The concept of dual/twin guitar probably reached its peak during the guitar rock excess of the '70s, but the performance-based combination of complementary musicianship certainly had its moments as well in the wealth of hard rock, arena rock and classic rock produced during the '80s. The aggressive attack found in heavy metal perhaps helps to explain the prevalence of multiple guitars in that genre, as more instruments have a tendency to translate into more volume, complexity and raw power. Here's a short list - in no particular order - of memorable '80s songs from bands featuring multiple guitarists.
On the topic of heavy metal guitar interplay, it would be a crime punishable by horrific torture device to leave this song out of the conversation. On this Iron Maiden classic, one of hard rock's most rousing anthems, the guitar work from Dave Murray and Adrian Smith perfectly straddles the lines between raw power and technical virtuosity. This tune's galloping rhythm, so perfectly tied with the vibrant lyrical theme of chaotic warfare on horseback, has always served as one of rock's shining moments. Still, the mark of a truly great song is not only a bundle of prime ingredients (Bruce Dickinson's vocals chief among them) but a keen, careful marriage of those parts into something transcendent. Twin leads don't get much better than this.
Few songs of the '80s hold up as well after years of overplaying than does this popular 1982 track from Southern rock/arena rock outfit .38 Special. Though sometimes maligned for a sound more pop-oriented than most white male rock fans were comfortable with in those days, this band always rocked harder than it seemed, mainly for one collective (and three singular) reasons. Unlike most rock bands that enjoyed '80s mainstream popularity, .38 Special employed three full-time guitarists in Donnie Van Zant, Don Barnes and Jeff Carlisi, a unique fact that lent the group a sprawling guitar sound that had no equal in arena rock. This track exhibits some lively give-and-take between straight rhythm guitar, creative riffing, and clean, slick leads.
Under-the-radar Canadian rockers with one of pop's most succulent names, this group reached a commercial and artistic peak on 1981's Nature of the Beast, an album that also boasted an early primo power ballad in "Just Between You and Me." This track, however, works from start to finish as a guitar delight, as Gary Moffet and frontman Myles Goodwyn unleash some tasty twin leads and imaginative riffing as evocative as the song's exotic title. I don't know if it's a coincidence that many of the '80s bands that contributed the best multiple-guitar performances suffer from a respect deficit, but for some reason this particular vintage doesn't get enough credit for its ability to complement a variety of palates with subtlety and grace.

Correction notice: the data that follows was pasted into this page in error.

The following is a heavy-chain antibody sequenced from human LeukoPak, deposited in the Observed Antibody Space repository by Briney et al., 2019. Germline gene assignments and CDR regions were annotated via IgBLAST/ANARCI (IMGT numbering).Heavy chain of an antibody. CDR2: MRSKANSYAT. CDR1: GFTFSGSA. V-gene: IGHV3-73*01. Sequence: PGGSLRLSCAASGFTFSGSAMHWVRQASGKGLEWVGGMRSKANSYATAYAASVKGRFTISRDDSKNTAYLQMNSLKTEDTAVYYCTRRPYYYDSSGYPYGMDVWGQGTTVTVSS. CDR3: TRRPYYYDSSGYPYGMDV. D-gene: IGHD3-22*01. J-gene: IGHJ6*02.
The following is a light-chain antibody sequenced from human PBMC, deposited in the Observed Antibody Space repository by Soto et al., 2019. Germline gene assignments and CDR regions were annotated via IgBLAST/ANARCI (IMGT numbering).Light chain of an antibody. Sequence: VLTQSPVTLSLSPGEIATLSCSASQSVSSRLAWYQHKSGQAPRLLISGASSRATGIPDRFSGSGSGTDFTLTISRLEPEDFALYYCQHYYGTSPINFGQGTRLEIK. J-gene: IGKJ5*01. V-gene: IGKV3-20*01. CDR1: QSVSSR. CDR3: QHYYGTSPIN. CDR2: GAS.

Even without an abundance of twin guitar harmonies to prove the duo's precision, Scorpions guitarists Rudolf Schenker and Matthias Jabs clearly display a top-notch chemistry that helped make the German band one of the most distinctive of the '80s. This track from 1982's Blackout never got major airplay, but it was always one of the highlights when I listened - over and over again - to my worn cassette copy circa 1988. I've never been a huge fan of Klaus Meine's vocals or lyrics, but I still enjoy the brimming musical energy of Schenker and Jabs so apparent at that key point of the Scorpions' career. Many bands do just fine with one guitarist, but this one would have been missing something essential without its key partnership in rock.
Although progressive metal never seemed to be a term fully capable of describing this Seattle band's sound, there was definitely something unique and difficult to pin down about Queensryche. This is particularly true of the melodic powerhouse duo of Chris DeGarmo and Michael Wilton on guitars, as this superior track from the group's truly impressive 1988 concept album Operation: Mindcrime clearly argues. Equal masters of both arpeggiated, quiet work and forceful, active leads, the pair consistently creates a rich tapestry of haunting sonic textures without ever getting overly busy. The twin-guitar harmonies feature precision, to be sure, but also benefit from careful, sophisticated composition that complements the general air of mystery.
One of rock guitar's finest tandems, Izzy Stradlin and Slash of Guns 'N Roses may not spend a lot of time synchronizing lead parts, but their spirited and unpredictable trading of ragged riffs and squalling licks belongs in a class of its own. Some bands with single guitarists manage to create an overpowering, unfettered sound (at least in the studio), but the furious pace of this tune reveals just how nice it is to have the luxury of two independently styled musicians on the same instrument. The status of this track and much of the brilliant Appetite for Destruction as studio recordings may be factually correct, but the intensity of the guitar work here feels far more raw and immediate by far than most contemporary late-'80s offerings.